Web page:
Res, a matter.

I kicked off my PhD studies by extending the Xth Sense, a new biophysical musical instrument, based on a muscle sound sensor I developed, with spatial and inertial sensors, namely whole-body motion capture (mocap) and accelerometer. The aim: to understand the potential of combined sensor data towards a multimodal control of new musical interface.

An excerpt from our related paper:
“In the field of New Interfaces for Musical Expression (NIME), sensor-based systems capture gesture in live musical performance. In contrast with studio-based music composition, NIME (which began as a workshop at CHI 2001) focuses on real-time performance. Early examples of interactive musical instrument performance that pre-date the NIME conference include the work of Michel Waisvisz and his instrument, The Hands, a set of augmented gloves which captures data from accelerometers, buttons, mercury orientation sensors, and ultrasound distance sensors (developed at STEIM). The use of multiple sensors on one instrument points to complementary modes of interaction with an instrument. However these NIME instruments have for the most part not been developed or studied explicitly from a multimodal interaction perspective.”

Together with team colleagues Baptiste Caramiaux and Atau Tanaka, we designed a study of bodily musical gesture. We recorded and observed the sound-gesture vocabulary of my performance entitled Music for Flesh II.
The data recorded from the gesture were 2 mechanomyogram signals (MMG or muscle sound), mocap data, one 3D vector from the accelerometer, and 3D positions and quaternions of my limbs.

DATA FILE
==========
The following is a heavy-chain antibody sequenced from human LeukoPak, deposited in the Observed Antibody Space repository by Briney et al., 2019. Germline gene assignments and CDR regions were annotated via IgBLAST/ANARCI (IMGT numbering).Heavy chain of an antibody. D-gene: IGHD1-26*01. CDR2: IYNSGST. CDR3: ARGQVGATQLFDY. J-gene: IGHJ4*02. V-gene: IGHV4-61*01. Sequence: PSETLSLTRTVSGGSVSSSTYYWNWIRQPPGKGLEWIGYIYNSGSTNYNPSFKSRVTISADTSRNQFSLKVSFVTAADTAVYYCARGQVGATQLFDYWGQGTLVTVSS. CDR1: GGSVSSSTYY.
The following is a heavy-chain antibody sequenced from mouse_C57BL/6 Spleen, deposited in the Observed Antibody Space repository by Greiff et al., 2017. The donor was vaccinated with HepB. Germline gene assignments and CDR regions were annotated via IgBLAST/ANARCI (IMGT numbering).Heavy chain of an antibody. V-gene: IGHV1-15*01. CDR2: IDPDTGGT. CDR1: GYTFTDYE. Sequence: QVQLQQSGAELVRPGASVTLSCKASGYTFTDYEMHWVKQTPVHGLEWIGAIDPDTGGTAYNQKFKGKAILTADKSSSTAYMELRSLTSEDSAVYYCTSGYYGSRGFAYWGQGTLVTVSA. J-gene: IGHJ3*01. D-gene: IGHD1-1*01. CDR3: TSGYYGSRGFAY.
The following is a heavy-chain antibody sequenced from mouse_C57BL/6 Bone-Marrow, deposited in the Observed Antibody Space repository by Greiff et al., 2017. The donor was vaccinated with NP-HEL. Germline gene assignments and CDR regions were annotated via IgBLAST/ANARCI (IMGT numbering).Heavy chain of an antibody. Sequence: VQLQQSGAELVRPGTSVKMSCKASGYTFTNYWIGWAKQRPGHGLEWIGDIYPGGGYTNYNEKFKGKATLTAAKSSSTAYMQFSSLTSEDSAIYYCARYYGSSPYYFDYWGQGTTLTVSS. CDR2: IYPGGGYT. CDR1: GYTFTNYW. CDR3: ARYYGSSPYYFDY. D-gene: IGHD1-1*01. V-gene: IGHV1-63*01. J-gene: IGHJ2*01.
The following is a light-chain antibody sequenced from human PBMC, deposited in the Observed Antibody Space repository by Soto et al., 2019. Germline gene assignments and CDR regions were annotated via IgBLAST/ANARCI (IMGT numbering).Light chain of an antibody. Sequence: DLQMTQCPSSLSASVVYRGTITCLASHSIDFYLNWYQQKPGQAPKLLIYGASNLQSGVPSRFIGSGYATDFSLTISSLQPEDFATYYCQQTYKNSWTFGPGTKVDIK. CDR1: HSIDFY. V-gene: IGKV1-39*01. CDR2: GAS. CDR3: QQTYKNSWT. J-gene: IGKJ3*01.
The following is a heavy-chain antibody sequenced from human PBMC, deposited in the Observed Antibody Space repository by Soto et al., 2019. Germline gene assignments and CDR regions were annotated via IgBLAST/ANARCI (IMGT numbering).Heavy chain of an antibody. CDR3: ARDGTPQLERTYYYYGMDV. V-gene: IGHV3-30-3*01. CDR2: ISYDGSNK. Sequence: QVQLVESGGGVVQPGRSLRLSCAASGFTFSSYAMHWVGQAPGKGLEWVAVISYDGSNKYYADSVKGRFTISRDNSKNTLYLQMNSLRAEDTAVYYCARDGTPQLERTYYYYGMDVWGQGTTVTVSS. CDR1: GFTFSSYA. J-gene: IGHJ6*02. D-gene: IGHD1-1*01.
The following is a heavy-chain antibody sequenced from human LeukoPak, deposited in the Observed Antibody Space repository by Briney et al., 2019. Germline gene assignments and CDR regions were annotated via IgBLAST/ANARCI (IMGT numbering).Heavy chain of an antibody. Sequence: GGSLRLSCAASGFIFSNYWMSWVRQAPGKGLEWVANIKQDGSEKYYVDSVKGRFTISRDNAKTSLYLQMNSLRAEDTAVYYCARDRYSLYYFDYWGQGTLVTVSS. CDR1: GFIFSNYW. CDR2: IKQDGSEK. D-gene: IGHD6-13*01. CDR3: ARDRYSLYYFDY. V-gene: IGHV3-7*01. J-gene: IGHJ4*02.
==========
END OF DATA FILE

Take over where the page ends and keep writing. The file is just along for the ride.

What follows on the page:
My virtual body performing Music for Flesh II, as seen by the motion capture system.

We created a public multimodal dataset and performed a qualitative analysis of those data. By using a custom patch to visualise and compare the different types of data (pictured below) we were able to observe complementarity of different forms in the information collected. We noted 3 types of complementarity: synchronicity, coupling, and correlation. You can find the details of our findings in the related Work in Progress paper, published for the recent TEI conference on Tangible, Embedded, and Embodied Interaction in Barcelona, Spain.

The software we developed to visualise the multimodal dataset.

To summarise, our findings show that different type of sensor data do have complementary aspects; these might depend on the type and sensitivity of sensor, and on the complexity of the gesture. Besides, what might seem a single gesture can be segmented into sections that present different kind of complementarity among the different modalities. This points to the possibility for a performer to engage with richer control of musical interfaces by training on a multimodal control of different types of sensing device; that is, the gestural and biophysical control of musical interfaces based on a combined analysis of different sensor data.